H. D. McGill, M.D., was born in Henderson County, Tenn., in 1858 and is one of a family of eight children born to E. T. and Sarah (Meals) McGill. The father was born in Giles County, October, 1825 and was of Scotch-Irish extraction. He was reared on a farm by a Mr. William Legg, of Alabama, and had no advantages for an education. In 1849 he was married and December of the same year removed to Henderson County. He was engaged in the mercantile business for many years at Metropolis, Huntingdon and other places and also dealt somewhat largely in cotton. In 1870 he went to Nashville and engaged in the cotton business there for McCray & Co. He is now acting as traveling salesman for a firm in Cincinnati, Ohio.

Our subject received a good academia education and finished at Nashville. In 1875 he began the study of medicine under Dr. J. B. Stephens, of Nashville, and in 1877 entered Nashville Medical College and graduated from this institution in 1878. He soon located at McLemoresville and practiced there two years, after which he came to Clarksburg and has continued there ever since. In 1884 and 1885 he attended a course of lectures at the University of Tennessee where he graduated in 1885. Since his residence at Clarksburg he has established an extensive and lucrative practice and is fast becoming one of the most popular and successful physicians of the county. January 12, 1881, he married Gracie McDowell, daughter of Rev. J. L. and M. S. McDowell. Mrs. McGill died September 29, 1885, leaving three small children: Arthur, Maggie May and Gracie M. Mrs. McGill was a consistent member of the Cumberland Presbyterian Church, a fond parent and a true companion. Our subject is a Republican in politics and cast his first presidential vote for Gen. Garfield.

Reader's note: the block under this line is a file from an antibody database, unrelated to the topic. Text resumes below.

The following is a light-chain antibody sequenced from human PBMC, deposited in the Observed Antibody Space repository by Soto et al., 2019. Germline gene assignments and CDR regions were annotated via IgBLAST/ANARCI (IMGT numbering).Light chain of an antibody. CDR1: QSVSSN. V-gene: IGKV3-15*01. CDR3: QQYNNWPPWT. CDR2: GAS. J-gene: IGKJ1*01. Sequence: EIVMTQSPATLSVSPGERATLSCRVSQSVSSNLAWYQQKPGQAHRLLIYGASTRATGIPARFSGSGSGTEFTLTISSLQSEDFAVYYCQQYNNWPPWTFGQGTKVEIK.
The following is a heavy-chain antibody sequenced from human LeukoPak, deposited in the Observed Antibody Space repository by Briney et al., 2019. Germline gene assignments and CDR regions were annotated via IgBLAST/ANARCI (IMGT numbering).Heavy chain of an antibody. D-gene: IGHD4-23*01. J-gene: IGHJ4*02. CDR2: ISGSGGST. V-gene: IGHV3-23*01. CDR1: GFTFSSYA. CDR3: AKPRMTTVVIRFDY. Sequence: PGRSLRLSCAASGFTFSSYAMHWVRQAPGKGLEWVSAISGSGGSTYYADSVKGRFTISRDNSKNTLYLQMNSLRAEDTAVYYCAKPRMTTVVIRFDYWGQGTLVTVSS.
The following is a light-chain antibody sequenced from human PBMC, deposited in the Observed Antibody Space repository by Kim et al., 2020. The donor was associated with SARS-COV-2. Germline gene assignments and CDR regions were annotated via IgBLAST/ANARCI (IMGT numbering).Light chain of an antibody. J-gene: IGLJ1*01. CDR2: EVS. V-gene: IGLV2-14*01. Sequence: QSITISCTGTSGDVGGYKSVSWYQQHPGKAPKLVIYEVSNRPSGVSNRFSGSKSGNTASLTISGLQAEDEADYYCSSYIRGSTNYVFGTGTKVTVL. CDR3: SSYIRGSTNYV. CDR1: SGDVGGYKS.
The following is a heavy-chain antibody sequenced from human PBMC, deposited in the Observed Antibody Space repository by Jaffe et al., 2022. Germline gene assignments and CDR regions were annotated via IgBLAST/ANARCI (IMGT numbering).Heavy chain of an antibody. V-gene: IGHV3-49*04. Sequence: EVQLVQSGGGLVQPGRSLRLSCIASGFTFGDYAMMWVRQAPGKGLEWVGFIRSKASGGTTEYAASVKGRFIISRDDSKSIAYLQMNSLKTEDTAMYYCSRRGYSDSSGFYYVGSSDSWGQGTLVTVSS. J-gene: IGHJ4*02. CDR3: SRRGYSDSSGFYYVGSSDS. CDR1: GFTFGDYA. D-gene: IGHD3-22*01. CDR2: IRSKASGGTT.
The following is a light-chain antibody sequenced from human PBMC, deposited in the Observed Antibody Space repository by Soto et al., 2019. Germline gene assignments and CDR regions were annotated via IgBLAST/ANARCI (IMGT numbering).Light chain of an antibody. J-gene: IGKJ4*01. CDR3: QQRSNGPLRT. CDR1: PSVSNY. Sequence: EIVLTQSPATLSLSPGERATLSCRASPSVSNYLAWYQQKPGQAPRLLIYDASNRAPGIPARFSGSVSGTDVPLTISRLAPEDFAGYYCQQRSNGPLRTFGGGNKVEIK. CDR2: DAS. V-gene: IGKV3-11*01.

Transcribed by David Donahue

Source: History of Tennessee from the Earliest Time to the Present: Together with an Historical and a Biographical Sketch of Carroll, Henry and Benton Counties, Besides a Valuable Fund of Notes, Original Observations, Reminiscences, Etc., Etc. Easley, S.C.: Southern Historical Press, 1978.